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Op-ed: Record manufacturing sales quietly powered Saskatchewan’s economy in 2014

Published by CME Staff on December 31, 2014

By Derek Lothian

There are three primary ways to generate new wealth in an economy: You can grow it, you can extract it, or you can manufacture it.

For decades, Saskatchewan has been synonymous with the first two: An agricultural frontier, rich with both fertile ground and an abundance of natural resources, from potash to diamonds to uranium.

With softened commodity prices, however, and a return to a more 'normalized' farm season, 2014 may very well go down as the year that manufacturing finally pushed its way to prominence and onto the provincial map — as a core driver of economic prosperity, job creation and investment.

That’s not to say 2014 was without challenge. Softened commodity prices also brought on diminished demand for many industrial goods, particularly fabricated metal and machinery. Pair that with ongoing uncertainty in Eastern Europe, and continued protectionist rhetoric in the United States, and it would be easy to spot reason for apprehension.

But as famed American author, Norman Vincent Peale, once said: “In every difficult situation, there is potential value.” And to realize that value, one must simply turn to the numbers for inspiration.

When the final StatsCan data for the year is released in February, Saskatchewan manufacturing sales are expected to tally around $16.5 billion through 2014. This will be the third consecutive record year for output in the province, growing by more than 50 per cent since the depth of the recession.

In fact, since 2000 — assuming the trends hold true in November and December — sales will have soared by more than 130 per cent (compared to roughly 10 per cent nationally), while productivity will have jumped by more than 125 per cent. Saskatchewan manufacturers will also sustain more jobs than the forestry, mining, and oil and gas sectors combined.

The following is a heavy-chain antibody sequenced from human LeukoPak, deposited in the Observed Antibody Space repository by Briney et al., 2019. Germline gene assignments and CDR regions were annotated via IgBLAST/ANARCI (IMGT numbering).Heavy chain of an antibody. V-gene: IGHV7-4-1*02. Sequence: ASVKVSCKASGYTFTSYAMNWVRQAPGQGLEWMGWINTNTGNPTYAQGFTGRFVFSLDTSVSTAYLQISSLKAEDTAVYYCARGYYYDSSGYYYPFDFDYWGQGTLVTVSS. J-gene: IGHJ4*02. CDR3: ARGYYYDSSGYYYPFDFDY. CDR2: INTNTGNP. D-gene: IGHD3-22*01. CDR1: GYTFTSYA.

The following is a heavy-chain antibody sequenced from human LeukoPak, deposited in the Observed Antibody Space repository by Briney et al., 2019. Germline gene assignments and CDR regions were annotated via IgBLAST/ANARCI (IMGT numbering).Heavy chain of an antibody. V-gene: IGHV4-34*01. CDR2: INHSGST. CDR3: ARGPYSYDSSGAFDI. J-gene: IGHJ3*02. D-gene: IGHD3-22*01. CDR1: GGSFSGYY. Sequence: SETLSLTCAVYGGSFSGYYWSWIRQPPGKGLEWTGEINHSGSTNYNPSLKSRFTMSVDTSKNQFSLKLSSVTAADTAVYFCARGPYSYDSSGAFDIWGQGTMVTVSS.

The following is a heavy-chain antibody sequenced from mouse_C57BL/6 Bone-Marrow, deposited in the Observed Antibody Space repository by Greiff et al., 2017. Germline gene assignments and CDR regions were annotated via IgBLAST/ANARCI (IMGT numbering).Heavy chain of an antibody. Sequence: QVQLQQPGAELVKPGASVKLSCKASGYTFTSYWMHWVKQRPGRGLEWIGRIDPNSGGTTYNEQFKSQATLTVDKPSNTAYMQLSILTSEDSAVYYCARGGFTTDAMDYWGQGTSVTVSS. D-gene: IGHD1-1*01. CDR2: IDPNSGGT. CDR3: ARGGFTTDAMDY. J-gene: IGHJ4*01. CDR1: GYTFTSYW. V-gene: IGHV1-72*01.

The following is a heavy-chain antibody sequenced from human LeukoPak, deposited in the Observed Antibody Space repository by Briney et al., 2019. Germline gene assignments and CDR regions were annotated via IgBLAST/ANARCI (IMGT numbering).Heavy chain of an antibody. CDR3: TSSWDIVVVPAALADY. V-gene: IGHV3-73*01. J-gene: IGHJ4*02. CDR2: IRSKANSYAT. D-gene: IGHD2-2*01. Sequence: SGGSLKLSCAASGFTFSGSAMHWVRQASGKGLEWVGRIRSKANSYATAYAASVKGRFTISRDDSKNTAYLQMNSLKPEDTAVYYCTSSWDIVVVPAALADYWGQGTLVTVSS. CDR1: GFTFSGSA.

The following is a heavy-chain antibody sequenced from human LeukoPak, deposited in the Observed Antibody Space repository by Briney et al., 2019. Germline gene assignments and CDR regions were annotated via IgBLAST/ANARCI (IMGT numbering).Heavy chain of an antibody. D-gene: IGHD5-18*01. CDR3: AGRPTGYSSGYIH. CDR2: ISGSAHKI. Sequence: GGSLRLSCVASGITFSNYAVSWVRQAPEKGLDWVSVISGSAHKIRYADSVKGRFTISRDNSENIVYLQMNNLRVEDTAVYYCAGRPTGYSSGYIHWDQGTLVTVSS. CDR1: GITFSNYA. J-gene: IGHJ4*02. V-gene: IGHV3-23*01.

We quietly innovate — that’s what manufacturers here have always done. We build ambulances and pressure vessels, we help land spacecraft on speeding comets, we feed the world with the latest advancements in technology, and we provide the customized solutions to attract some of the largest capital projects in the nation.

It is an industry easily overlooked, simply because of how entrenched it is into the fabric of our province. Frontier, Annaheim, St. Brieux, Englefeld, Langbank: Take a tour through any one of these communities and you’ll quickly see the very real impact of manufacturing — thriving schools, bustling grocery stores and banks, and new recreation facilities.

Go for a drive in north Saskatoon or northeast Regina, and marvel at the investments being made in our own backyard (every dollar in manufacturing sales generates up to $3.50 in total economic activity).

Yes, we are, and will be for quite some time yet, a province built around farming and resource development. But Saskatchewan is also a province of manufacturers — some of the best in the world. So it’s important we all take a moment to reflect on the influence the sector had in 2014, and ponder how we can all support this vital part of our economy in the year ahead.

Derek Lothian is the Vice President of Canadian Manufacturers & Exporters — Canada’s largest and oldest trade and industry association — as well as Executive Director of the Saskatchewan Manufacturing Council.

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